Julija Pociūtė. Terpė. Instaliacija. 2021. 600x600x600 cm. Paroda TAKAS

LR: If the function of the artist is to show others what they have created, does being performative make sense?

VB: Even the tools discussed before are excellent and appropriate; although, performativity is a much broader concept, more of a philosophical and linguistic category behind which lies the potential for action or a changed relationship. An example would be the sacrament of marriage. If we say at a party, in front of witnesses, that we take each other in wedlock, it will not have legal consequences. But when the marriage takes place in a communal ritual, certified by a person who has been delegated that right and topped off with the words ‘I do’, those people’s social status changes. Similarly, in art, when it comes to materials, sculpture, installations and so on, the performativity in the works is not just the performance itself. Performativity can be encoded in painting and sculpture, where meaning is created through material interactions. Philosopher Karen Barad argues we are often held hostage by language because we verbalise materials. Let’s allow the materials to speak for themselves in their own modes of expression, through their integral qualities. Let’s try to think through the materials. 

LR: Some artists easily verbalise their works, while others prefer silence, inviting viewers to understand the work for themselves. Do you think it’s easier for the viewer if the artist explains their work? 

VB: There are many different approaches: some artists are difficult to interrupt and others are quite tight-lipped. I’m fascinated by both; it speaks to the various ways of experiencing the art world. It is clear human language helps us share experiences and communally discuss phenomena but the act of creation is too individual and often done in solitude. It doesn’t always have to take place in a studio, it can take place on the banks of a river, exploring the various layers of earth that have been washed away and their mineral structure.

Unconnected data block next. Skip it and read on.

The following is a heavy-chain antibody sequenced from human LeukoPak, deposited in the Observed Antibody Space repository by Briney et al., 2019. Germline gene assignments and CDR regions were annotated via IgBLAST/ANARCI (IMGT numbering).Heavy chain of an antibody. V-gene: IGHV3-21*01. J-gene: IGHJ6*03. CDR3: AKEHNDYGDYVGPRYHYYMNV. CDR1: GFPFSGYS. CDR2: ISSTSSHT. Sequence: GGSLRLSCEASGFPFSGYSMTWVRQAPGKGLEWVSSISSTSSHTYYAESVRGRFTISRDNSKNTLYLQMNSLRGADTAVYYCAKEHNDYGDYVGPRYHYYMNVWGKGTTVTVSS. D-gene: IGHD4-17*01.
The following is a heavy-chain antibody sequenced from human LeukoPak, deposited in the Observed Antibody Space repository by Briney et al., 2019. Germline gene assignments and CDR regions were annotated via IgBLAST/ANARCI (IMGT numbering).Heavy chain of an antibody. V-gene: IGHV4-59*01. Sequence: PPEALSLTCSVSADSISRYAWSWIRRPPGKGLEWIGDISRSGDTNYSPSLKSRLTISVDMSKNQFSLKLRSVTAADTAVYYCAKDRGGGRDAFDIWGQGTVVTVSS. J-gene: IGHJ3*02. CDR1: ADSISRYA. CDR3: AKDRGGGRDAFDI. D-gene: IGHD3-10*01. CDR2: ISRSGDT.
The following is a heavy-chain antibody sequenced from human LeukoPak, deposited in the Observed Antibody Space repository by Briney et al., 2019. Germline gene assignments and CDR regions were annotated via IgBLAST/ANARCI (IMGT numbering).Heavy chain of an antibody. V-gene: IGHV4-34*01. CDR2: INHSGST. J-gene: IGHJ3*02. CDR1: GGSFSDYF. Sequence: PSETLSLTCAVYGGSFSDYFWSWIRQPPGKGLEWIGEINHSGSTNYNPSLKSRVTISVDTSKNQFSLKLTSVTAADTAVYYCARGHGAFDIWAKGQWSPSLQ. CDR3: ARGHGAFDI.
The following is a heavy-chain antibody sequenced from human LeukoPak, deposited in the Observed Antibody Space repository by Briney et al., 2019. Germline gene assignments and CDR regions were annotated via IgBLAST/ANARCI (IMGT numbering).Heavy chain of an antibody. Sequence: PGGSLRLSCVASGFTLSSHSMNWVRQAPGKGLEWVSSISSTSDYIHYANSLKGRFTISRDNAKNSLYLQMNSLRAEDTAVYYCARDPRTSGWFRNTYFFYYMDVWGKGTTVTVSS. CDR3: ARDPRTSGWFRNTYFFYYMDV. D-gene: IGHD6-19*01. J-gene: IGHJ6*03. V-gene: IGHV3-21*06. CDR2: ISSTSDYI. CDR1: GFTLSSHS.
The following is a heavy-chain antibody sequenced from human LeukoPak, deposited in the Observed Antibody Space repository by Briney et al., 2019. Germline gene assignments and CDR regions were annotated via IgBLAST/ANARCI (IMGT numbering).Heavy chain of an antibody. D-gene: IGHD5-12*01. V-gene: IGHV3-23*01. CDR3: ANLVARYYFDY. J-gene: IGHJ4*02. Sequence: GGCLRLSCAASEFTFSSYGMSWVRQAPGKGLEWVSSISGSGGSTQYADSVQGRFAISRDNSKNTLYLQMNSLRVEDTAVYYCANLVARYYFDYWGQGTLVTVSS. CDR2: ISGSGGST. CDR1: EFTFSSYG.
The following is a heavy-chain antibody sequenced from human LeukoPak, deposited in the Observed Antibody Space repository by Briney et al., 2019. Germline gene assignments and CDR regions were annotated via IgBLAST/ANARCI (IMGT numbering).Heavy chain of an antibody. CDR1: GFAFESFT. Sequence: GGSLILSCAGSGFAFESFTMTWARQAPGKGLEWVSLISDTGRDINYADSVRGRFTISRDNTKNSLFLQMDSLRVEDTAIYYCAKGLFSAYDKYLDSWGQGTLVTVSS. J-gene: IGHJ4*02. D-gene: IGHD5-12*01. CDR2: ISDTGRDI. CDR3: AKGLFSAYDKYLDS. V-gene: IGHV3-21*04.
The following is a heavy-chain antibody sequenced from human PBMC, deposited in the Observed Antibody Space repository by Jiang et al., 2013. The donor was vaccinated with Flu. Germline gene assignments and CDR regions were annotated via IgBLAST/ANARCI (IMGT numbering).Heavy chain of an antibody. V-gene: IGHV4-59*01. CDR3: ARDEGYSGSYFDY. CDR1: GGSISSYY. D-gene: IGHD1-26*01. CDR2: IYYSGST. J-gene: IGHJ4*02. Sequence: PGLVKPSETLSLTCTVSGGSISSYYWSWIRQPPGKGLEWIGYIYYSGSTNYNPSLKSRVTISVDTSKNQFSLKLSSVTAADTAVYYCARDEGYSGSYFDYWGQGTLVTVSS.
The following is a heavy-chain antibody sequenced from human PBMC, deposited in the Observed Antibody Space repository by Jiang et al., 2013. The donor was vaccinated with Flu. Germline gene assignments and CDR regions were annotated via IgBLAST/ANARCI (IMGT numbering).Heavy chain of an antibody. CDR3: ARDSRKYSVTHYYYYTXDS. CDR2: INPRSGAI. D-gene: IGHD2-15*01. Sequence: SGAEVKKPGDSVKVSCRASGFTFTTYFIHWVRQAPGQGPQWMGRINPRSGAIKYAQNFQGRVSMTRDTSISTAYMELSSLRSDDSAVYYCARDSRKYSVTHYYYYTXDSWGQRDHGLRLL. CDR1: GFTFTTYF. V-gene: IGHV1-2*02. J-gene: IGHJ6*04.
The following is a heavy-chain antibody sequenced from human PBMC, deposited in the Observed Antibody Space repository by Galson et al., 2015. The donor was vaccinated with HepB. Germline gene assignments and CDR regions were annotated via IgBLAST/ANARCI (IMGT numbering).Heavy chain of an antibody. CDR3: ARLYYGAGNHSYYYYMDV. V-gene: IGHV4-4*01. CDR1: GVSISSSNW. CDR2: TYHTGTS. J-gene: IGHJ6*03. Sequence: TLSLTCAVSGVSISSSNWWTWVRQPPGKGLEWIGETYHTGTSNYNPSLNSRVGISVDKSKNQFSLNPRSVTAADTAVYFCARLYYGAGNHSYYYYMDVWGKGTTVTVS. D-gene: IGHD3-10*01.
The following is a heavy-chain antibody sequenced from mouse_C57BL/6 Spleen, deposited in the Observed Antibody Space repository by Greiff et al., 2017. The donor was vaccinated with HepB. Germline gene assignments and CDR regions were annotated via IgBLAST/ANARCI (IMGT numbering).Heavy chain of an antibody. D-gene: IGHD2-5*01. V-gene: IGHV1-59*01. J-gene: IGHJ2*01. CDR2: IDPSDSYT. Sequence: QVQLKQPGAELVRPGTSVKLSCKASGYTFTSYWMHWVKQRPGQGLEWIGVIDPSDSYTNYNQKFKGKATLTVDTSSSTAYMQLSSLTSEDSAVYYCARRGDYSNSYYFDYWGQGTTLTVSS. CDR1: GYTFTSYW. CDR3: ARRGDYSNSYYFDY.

I would like to emphasise and highlight the difference between those who create certain fables, narratives, plots or a certain illusion and representational works that allow us to recognise the image. It is quite different when the content of the work is expressed through the material and when the meaning of the work is influenced by the various processes involved in working the material: the heating, moulding, pressing and perhaps even the intrinsic qualities of the material itself, which the artist sensitively brings to light. It may accentuate and highlight the relationship between the material and the maker but these works almost always invite introspection and contemplation. These are very different approaches to art, one of which will use the work as a stage to meet others, share values and call for change in the world, while the other will change the world at the material level.